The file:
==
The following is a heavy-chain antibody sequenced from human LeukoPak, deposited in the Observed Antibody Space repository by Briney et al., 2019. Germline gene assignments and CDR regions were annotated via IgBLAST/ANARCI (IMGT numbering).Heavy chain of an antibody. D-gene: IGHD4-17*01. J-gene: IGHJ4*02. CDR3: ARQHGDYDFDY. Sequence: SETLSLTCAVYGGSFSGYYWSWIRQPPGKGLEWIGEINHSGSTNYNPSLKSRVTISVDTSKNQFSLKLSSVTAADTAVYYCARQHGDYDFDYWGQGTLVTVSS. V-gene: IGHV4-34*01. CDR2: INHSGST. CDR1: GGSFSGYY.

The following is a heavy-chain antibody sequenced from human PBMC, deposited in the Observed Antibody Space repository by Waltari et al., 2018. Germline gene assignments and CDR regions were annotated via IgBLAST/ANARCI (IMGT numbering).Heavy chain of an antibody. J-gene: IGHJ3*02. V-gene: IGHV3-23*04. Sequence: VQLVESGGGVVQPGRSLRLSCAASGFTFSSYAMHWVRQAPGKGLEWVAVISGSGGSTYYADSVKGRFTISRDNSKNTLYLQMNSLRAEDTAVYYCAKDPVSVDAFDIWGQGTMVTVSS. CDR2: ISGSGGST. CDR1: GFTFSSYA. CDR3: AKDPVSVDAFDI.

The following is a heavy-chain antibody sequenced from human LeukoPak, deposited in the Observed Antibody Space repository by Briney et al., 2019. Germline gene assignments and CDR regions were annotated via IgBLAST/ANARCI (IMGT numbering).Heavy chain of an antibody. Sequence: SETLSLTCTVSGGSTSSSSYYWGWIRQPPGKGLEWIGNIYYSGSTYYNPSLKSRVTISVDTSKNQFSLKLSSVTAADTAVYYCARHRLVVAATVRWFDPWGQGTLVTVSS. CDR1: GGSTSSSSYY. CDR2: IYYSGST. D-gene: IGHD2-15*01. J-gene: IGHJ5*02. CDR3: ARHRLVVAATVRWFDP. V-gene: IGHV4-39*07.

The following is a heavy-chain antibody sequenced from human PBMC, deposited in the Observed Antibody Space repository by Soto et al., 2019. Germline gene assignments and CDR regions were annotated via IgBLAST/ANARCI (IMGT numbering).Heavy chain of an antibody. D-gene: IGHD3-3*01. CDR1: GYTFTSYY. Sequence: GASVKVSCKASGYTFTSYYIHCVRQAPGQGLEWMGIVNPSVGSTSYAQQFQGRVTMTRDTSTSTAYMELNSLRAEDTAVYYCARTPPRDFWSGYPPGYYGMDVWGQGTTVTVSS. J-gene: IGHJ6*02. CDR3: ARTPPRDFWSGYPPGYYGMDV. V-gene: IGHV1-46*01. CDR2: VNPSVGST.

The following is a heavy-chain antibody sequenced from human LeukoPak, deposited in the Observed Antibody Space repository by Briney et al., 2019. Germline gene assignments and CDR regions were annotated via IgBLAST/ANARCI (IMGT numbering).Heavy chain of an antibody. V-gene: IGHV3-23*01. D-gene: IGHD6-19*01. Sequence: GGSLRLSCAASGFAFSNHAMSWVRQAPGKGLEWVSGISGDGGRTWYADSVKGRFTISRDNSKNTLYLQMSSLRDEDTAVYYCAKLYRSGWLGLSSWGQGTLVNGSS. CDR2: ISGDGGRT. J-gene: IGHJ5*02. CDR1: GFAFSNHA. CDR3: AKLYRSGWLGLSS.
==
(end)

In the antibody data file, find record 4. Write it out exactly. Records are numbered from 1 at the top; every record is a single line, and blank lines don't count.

The following is a heavy-chain antibody sequenced from human PBMC, deposited in the Observed Antibody Space repository by Soto et al., 2019. Germline gene assignments and CDR regions were annotated via IgBLAST/ANARCI (IMGT numbering).Heavy chain of an antibody. D-gene: IGHD3-3*01. CDR1: GYTFTSYY. Sequence: GASVKVSCKASGYTFTSYYIHCVRQAPGQGLEWMGIVNPSVGSTSYAQQFQGRVTMTRDTSTSTAYMELNSLRAEDTAVYYCARTPPRDFWSGYPPGYYGMDVWGQGTTVTVSS. J-gene: IGHJ6*02. CDR3: ARTPPRDFWSGYPPGYYGMDV. V-gene: IGHV1-46*01. CDR2: VNPSVGST.